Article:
Quincy Jones bristles at accusations he sold out when he moved from jazz to pop music.
"People young and old try to minimize you by saying, "Well, Quincy's strongest suit is that he's got a strong telephone book,' " said Jones, who in a half-century career has played, arranged and produced music with some of pop's biggest names.
But he has paid his dues as a jazz trumpeter and a music arranger.
Jones relates some of his history in the new book "Q: The Autobiography of Quincy Jones." He says it was hard to write about his dysfunctional family and mentally ill mother.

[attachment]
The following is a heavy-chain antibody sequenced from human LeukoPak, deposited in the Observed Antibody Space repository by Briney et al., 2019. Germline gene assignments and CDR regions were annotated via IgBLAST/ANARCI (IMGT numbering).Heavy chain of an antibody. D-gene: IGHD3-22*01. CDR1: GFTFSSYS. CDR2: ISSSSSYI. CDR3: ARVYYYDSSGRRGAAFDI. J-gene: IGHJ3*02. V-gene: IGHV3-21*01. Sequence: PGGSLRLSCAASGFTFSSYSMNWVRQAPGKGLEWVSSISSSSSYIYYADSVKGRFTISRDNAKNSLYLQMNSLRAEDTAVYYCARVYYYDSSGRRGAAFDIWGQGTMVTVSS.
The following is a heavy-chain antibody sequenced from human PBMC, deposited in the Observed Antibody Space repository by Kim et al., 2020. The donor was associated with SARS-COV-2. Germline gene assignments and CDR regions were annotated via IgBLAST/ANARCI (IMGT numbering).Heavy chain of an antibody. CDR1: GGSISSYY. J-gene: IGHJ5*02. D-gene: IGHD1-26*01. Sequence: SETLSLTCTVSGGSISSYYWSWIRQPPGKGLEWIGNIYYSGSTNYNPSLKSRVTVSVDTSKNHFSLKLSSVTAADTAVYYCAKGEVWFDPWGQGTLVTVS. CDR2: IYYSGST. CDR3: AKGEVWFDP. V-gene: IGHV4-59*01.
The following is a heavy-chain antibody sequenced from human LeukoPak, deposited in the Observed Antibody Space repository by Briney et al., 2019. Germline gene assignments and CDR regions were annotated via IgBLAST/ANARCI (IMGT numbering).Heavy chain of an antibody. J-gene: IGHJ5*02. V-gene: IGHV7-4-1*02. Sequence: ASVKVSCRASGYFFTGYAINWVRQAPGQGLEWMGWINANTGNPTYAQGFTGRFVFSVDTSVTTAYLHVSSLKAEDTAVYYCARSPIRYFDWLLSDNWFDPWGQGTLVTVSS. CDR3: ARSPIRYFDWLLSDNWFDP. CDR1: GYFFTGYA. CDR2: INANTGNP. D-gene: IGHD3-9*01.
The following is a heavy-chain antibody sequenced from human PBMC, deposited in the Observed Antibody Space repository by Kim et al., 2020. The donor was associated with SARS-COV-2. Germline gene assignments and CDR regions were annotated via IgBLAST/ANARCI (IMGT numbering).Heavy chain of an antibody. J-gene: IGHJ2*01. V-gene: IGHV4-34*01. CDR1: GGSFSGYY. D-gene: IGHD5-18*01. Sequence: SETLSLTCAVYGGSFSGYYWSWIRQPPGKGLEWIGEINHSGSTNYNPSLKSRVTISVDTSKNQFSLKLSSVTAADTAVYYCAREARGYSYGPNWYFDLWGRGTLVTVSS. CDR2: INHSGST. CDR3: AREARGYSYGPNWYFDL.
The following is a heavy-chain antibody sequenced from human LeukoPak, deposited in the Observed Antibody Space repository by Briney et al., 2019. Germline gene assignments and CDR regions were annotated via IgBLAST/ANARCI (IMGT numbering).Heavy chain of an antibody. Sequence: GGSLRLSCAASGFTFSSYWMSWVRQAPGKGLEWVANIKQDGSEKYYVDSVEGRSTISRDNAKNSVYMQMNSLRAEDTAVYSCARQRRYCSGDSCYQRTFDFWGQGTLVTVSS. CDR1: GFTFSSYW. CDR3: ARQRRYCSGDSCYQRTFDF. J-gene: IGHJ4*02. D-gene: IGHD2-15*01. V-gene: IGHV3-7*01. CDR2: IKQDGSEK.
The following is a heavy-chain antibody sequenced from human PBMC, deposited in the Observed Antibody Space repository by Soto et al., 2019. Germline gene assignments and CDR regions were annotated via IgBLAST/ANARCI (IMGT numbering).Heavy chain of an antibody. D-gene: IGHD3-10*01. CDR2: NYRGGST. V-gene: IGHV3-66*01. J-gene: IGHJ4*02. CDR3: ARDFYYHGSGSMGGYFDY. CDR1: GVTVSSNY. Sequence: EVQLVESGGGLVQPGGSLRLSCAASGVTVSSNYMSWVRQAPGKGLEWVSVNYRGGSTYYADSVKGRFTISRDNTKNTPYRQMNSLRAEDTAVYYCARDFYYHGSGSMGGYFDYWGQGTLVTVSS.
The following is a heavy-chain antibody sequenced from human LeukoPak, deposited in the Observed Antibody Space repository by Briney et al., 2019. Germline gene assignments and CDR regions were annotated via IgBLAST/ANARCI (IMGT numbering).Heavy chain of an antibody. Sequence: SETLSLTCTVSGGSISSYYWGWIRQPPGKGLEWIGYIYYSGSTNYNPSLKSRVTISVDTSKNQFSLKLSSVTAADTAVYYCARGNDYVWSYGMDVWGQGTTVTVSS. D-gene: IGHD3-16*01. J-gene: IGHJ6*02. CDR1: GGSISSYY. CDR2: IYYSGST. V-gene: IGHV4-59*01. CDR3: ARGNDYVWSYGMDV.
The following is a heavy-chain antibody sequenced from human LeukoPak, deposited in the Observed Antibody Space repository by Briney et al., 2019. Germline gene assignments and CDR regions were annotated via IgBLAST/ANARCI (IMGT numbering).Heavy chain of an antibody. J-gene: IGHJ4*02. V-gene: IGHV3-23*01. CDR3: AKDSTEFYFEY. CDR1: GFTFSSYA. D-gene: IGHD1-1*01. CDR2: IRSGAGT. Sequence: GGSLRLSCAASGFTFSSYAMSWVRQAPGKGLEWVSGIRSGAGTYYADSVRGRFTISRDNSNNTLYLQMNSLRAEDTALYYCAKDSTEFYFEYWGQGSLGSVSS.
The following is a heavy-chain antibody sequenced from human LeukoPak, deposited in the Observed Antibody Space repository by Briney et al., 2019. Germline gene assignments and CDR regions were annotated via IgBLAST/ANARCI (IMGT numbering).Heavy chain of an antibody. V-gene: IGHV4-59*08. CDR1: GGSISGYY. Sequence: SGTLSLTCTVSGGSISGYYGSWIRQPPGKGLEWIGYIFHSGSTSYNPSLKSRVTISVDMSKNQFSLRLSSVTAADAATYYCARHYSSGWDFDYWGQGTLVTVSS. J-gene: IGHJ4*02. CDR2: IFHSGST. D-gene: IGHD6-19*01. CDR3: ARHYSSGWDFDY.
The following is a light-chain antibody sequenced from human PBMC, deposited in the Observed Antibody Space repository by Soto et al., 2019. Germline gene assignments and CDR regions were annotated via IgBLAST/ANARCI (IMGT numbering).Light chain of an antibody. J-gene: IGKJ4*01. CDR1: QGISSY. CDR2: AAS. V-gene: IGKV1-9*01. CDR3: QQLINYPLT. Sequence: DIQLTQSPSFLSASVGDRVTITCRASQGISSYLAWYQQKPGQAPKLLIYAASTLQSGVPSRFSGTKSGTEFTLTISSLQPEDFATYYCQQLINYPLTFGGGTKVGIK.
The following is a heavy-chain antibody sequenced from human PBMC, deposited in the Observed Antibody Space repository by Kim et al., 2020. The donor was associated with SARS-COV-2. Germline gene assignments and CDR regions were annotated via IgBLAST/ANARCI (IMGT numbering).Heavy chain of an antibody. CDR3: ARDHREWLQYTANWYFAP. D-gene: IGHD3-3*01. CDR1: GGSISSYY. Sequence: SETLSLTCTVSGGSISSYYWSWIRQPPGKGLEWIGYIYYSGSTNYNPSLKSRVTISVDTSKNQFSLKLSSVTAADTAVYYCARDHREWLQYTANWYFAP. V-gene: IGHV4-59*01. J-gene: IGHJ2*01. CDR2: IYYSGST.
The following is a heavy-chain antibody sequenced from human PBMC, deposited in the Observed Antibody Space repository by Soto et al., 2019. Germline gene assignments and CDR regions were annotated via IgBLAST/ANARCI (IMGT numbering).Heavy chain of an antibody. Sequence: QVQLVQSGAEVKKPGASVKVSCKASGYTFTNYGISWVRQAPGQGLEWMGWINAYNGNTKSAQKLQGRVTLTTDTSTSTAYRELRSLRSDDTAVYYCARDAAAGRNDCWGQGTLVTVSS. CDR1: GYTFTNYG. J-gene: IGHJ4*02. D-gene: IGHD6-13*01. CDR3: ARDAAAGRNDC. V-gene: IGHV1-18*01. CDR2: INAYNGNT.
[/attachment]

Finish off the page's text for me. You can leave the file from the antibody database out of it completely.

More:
"I've never looked back in my life. I don't want to see that stuff," Jones told the Los Angeles Times for Sunday's editions. "I had blanked out a lot of stuff . . . putting my mother in a straitjacket, my father holding her down, screaming."
Music "was a home and a mother I could depend on," Jones said. "I never felt at home in my home. It was pitiful."